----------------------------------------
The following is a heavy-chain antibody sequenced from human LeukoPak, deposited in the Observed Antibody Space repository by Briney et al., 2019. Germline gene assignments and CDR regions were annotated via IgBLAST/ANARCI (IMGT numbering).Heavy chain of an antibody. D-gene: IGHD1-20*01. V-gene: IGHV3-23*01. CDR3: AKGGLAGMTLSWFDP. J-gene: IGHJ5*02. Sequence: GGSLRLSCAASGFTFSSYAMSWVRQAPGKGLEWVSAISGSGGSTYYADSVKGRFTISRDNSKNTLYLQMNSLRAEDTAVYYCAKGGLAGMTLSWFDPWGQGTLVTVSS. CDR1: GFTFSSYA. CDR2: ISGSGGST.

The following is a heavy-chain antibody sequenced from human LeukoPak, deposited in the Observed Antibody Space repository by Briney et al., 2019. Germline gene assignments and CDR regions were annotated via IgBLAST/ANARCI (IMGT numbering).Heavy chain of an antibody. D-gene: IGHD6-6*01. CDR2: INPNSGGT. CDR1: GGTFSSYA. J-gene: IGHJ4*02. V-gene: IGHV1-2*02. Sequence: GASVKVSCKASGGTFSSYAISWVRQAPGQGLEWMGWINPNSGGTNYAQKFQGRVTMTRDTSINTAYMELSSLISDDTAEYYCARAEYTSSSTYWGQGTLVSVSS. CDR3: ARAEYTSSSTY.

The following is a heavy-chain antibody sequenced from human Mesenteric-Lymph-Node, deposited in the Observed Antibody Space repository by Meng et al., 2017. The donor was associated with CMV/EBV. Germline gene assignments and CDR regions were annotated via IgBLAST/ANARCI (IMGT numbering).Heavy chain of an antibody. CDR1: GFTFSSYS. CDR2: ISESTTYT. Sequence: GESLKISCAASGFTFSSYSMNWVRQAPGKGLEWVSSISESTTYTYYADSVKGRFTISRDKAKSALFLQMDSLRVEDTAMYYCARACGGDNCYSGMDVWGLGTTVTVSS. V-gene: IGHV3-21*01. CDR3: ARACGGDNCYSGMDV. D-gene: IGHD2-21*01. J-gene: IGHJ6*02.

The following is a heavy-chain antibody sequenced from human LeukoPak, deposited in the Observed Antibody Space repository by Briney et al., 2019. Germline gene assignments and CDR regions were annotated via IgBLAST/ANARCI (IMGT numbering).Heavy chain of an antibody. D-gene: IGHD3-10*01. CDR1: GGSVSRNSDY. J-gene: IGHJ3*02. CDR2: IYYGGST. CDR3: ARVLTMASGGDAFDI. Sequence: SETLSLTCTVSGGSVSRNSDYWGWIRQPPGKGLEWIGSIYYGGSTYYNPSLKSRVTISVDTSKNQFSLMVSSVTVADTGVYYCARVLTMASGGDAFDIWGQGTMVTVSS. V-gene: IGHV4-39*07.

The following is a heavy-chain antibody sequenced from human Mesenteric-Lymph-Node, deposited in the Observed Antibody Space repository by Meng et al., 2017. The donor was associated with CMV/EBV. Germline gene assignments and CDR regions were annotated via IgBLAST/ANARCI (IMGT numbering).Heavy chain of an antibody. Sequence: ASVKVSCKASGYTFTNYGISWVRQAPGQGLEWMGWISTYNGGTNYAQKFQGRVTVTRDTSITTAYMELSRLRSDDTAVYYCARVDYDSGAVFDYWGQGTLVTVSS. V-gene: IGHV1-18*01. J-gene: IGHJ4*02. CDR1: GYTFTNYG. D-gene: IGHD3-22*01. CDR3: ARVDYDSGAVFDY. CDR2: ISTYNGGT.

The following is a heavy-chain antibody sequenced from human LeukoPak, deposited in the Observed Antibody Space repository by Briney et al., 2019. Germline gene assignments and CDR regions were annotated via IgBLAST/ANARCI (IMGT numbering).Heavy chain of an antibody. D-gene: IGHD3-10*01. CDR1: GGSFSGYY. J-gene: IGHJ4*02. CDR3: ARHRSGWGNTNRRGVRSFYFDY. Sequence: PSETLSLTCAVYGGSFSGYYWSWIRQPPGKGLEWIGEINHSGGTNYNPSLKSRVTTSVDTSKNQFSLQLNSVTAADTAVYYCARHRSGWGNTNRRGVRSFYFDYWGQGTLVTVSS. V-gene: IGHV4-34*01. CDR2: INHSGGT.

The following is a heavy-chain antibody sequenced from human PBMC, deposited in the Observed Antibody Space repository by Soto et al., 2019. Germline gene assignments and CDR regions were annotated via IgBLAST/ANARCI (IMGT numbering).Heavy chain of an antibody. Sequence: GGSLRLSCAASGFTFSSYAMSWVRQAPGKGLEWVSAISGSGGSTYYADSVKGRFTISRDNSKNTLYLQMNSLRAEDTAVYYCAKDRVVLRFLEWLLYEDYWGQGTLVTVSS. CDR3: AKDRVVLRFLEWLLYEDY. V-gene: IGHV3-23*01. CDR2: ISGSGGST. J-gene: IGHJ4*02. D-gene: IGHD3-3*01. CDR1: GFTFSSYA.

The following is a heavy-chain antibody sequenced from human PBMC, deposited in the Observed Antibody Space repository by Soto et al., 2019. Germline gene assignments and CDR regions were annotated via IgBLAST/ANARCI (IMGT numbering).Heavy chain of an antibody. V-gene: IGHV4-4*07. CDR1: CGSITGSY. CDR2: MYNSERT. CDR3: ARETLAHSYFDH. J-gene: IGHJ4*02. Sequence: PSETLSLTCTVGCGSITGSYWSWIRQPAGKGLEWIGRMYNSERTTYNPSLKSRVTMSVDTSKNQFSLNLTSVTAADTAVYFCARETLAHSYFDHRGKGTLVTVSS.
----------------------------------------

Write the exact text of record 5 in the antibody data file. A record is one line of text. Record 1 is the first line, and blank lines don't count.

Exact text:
The following is a heavy-chain antibody sequenced from human Mesenteric-Lymph-Node, deposited in the Observed Antibody Space repository by Meng et al., 2017. The donor was associated with CMV/EBV. Germline gene assignments and CDR regions were annotated via IgBLAST/ANARCI (IMGT numbering).Heavy chain of an antibody. Sequence: ASVKVSCKASGYTFTNYGISWVRQAPGQGLEWMGWISTYNGGTNYAQKFQGRVTVTRDTSITTAYMELSRLRSDDTAVYYCARVDYDSGAVFDYWGQGTLVTVSS. V-gene: IGHV1-18*01. J-gene: IGHJ4*02. CDR1: GYTFTNYG. D-gene: IGHD3-22*01. CDR3: ARVDYDSGAVFDY. CDR2: ISTYNGGT.